I am not an addict. At least, I don’t think I am.
There are some things that bring me pleasure, though, and I’ll admit that I sometimes go to lengths I shouldn’t to enjoy them the way I want to, trading in God’s long-term best for temporary satisfaction.
Sometimes I realize my mistake in the moment, and sometimes I don’t, but I always end up regretting it.
God is faithful, you see, so His Holy Spirit doesn’t let me get by with a thing. When I step outside of God’s will for me, He pokes my heart. If I ignore Him, He gives it a squeeze. If I hold my hands over my ears and sing “la, la, la,” He takes more drastic measures, not to be mean, but kind.
God understands better than I do what the relational static my sin creates will do to my peace of mind sooner or later. Anticipating the fear and confusion I’ll feel as child of God no longer able to hear my Father clearly, He gives me the opportunity to confess and repent at the get-go, to turn around and get back on track before I wander farther and feel even more alone.
Trouble is, the Enemy is out there, too. Not poking, but jabbing. Not squeezing, but crushing. His weapon? Guilt.
“Well, here we are again!” he jeers. “What would they think if they saw what you just did, huh? What if they heard what you just said? What if they knew what you just thought? Some leader you are! You fake. You weakling. You selfish loser. And you thought God could use someone like you!”
At least that’s how it goes in my head.
I must admit, this sad little speech used to trip me up, slow me down, stall me out, but not anymore. One day, flinching under just such a tongue-lashing, I realized that while the choice I had made was admittedly wrong, as it failed to glorify God, or show people who He was and what He’d done for me in Jesus, the desire behind it wasn’t.
Full disclosure? I was guilty of gluttony, communicating through my actions that what God intended for me to have wasn’t sufficient and that my body, the temple of the Holy Spirit, wasn’t worth stewarding well, but I didn’t really believe those things. In that moment, I just wanted to stop wanting.
Upon further reflection, I realized much of the sin in my life—anything that doesn’t match God’s will and character—was driven by similar desires.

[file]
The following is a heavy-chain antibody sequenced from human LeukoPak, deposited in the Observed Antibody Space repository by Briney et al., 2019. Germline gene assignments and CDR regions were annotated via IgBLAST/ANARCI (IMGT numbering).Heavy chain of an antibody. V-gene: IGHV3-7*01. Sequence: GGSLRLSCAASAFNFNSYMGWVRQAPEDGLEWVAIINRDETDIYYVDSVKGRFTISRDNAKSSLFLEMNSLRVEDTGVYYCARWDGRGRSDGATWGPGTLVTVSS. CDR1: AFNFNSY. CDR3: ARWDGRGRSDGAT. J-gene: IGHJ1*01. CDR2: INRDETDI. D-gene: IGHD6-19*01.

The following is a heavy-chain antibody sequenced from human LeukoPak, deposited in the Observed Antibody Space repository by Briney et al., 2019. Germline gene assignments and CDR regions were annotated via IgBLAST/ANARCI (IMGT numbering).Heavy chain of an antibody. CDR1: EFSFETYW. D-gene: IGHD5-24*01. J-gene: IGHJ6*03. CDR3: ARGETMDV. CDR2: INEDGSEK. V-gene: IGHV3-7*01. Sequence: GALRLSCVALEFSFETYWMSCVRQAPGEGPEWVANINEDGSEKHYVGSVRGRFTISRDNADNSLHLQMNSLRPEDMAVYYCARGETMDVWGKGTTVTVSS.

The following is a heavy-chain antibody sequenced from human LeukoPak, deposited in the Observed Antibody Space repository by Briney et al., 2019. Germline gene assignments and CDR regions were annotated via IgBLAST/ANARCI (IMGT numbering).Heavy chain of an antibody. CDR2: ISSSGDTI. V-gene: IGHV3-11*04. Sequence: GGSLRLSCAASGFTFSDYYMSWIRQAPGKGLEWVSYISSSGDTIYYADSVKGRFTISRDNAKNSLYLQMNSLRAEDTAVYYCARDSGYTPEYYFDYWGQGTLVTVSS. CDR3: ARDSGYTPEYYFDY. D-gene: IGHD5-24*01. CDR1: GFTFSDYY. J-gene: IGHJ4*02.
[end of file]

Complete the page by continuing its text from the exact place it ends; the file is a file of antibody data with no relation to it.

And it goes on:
I wanted to belong. I wanted to be happy. I wanted to be free.
Wanting these things is not wrong, but going outside of God’s will to get them is.
God’s plan is perfect. It may not bring what we want in the moment, but it always yields what we need in the end.
Someday, those of us who have put our faith in Jesus’ death and resurrection for salvation from the consequences of sin and so been permanently adopted as His children will come fully into our inheritance, the Kingdom of God. On that day, we will not only see the purpose behind our struggle and what it accomplished, but we will also receive what is ours by re-birthright and be satisfied.
Surrounded by our brothers and sisters in Christ, we will know we belong. Tears wiped away by the Father, we will be happy. No longer slaves to sin, we will be free. Finally made perfect, we will lack for nothing, and the longing that opened us up to temptation here on earth will be a distant memory.
Until then, we wait. Not passively, but actively.
Holding up this future hope as a shield against present temptation, we keep moving forward toward Christ-likeness by the power of His Holy Spirit, not so people will be impressed with us, but so they will see God for Who He really is—the One who holds His children close, the One Who restores them gently when they wander, the One Who meets their every need—and put their faith in Him, for our collective good and the Father’s well-deserved glory.